I lead the Practical and Actionable Software Engineering Research (PASER) group at Tennessee Tech University. The PASER group is currently focusing on the following research projects:

eSLIC: Enhanced Security Static Analysis for Configuration Scripts


Abstract: The project will focus on the development of techniques and tools that will automatically detect security weaknesses in configuration scripts developed using a wide range of languages heavily used in industry. Three main tasks will be investigated for this project. First, qualitative analysis is applied in order to determine a comprehensive list of security weaknesses for multiple configuration script languages, and devise static analysis techniques for automatically identifying each category of security weakness. Next, grammar-based parsing and machine learning techniques are applied, evaluated, and integrated into the derived static analysis so that false positives are reduced. Finally, the development context of practitioners from the open source and proprietary domain will be systematically mined to generate actionable alerts and suggestions, which will enable practitioners to fix security weaknesses. Along with the three technical tasks, industry panels will be organized, where practitioners from industry will give feedback on the developed techniques and tools. Findings from the project will be disseminated to government, industry and open source practitioners, as well as to students who are learning about configuration management in graduate and undergraduate level courses related to cybersecurity
Datasets and Software: As part of this project three tools with datasets have been developed and made open source:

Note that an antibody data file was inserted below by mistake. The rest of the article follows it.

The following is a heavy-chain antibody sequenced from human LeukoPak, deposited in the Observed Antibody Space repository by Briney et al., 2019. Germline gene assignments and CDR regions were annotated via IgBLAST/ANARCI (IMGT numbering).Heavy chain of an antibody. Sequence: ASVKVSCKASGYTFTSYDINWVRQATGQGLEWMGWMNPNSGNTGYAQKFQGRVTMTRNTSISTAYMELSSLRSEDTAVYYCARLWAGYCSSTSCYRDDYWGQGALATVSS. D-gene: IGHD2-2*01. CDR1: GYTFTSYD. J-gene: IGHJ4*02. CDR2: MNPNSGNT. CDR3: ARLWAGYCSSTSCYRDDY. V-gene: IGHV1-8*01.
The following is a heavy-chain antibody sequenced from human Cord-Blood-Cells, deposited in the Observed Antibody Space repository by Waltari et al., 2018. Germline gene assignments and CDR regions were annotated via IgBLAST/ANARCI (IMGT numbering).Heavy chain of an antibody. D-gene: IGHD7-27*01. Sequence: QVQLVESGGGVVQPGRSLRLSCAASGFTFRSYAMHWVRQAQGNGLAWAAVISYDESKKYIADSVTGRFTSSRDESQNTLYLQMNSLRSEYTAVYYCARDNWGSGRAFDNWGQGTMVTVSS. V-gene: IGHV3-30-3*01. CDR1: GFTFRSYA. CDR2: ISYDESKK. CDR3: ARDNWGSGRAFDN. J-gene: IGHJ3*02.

Funding Source: NSF Award # 2026869

Secure Development of Machine Learning


Abstract: The ubiquitous use of machine learning necessitates to make the development process secure. In this project we are exploring so strategies used to secure the development process for traditional software engineering can also be integrated in machine learning development. In particular, we are investigating how to perform logging to diagnose adversarial machine learning attacks and formally verify security specifications in machine learning implementations.
Datasets and Software:

To be available soon.


Building the Foundations of Validation for the Julia Ecosystem


Abstract: Software validation activities, such as software testing and static analysis, are resource-consuming. Insights on what categories of defects appear in software can help practitioners understand the nature of software defects and prioritize validation activities accordingly. Defect categorization can provide insights on the nature of defects that appear in Julia programs and how tools related to validation can be constructed. Julia is an emerging programming language that was designed to provide programming syntax similar to that of scripting languages, such as Python, with similar program execution speed of compiled languages with low-level memory access, such as C. According to a survey of Stack Overflow users in 2020, Julia is considered as one of the top 10 most loved programming languages. The popularity of Julia as a programming language motivates us to construct validation tools, such as fuzzing tools and static analysis tools so that potential defects can be mitigated early at the development stage. We are applying dynamic analysis tools, such as the American Fuzzy Lop to find bugs in the Julia compiler. We are also creating a security static analysis tool to find security weaknesses in Julia programs. As of today, no security static analysis tools exist for Julia programs.
Datasets and Software:

To be available soon.